High tumor load was defined as ≥9 or more metastatic tumors or a largest liver lesion of ≥5.5 cm. Patients in both the liver transplant and PVE groups were classified according to their tumor load, and those with low tumor loads had significantly better OS compared with those with high tumor loads.

The five-year OS in patients with low tumor load undergoing liver transplant was 72.4%, compared with 33.4% in the 29 patients with high tumor load who underwent liver transplant (median OS: 40.5 months), and compared with 53.1% in low-tumor-load patients undergoing PVE (P=0.08).

In patients with high tumor load, OS was significantly increased (P=0.007) in patients undergoing liver transplant compared with PVE, with a median OS of 40.5 versus 19.2 months, respectively.

Patients with high tumor load and left-sided primary tumors had a 5-year OS of 45.3% after liver transplant, compared with 12.5% in those with high tumor load and left-sided primary tumors who underwent PVE and liver resection. The difference between the liver transplant subgroups with low tumor load and high tumor load was significant (P=0.002).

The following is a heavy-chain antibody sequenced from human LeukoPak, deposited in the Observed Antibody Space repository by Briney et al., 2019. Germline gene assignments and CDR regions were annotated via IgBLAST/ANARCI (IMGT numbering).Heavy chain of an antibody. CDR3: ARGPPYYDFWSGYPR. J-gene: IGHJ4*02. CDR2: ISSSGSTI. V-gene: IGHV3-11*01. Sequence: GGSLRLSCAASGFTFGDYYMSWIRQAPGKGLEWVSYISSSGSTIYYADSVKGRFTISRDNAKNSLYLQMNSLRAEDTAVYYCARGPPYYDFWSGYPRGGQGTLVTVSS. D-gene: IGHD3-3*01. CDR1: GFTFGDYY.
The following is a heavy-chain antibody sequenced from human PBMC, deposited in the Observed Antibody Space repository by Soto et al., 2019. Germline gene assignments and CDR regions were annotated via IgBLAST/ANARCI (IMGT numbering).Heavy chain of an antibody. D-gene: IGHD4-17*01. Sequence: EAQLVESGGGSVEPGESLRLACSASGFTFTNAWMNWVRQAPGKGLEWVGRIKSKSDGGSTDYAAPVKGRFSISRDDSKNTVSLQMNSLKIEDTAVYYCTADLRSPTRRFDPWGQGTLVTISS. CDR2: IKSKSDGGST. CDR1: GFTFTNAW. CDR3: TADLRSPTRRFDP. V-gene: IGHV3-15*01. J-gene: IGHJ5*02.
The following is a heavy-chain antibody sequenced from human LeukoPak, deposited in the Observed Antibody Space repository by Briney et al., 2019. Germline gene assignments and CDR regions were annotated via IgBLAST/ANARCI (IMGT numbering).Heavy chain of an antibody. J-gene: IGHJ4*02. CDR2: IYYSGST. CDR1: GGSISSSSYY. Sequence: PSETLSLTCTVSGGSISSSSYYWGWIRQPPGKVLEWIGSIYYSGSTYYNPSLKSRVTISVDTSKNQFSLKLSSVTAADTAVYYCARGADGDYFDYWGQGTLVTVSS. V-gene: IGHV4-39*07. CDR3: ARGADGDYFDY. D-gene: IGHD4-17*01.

Location of the primary tumor also had a significant impact on results. In patients with high tumor load, and primary left-sided tumors undergoing liver transplant, median OS was 59.9 months, and 5-year overall survival, 45.3% compared with a median OS of 12.2 and a 5-year OS of 0% in patients with high tumor load undergoing liver transplant with the primary tumor located in the ascending colon.

“Liver transplant among patients with [colorectal cancer liver metastasis] CRLM should still be considered a work in progress, and patients offered LT should therefore be included in prospective trials,” concluded Dueland and colleagues.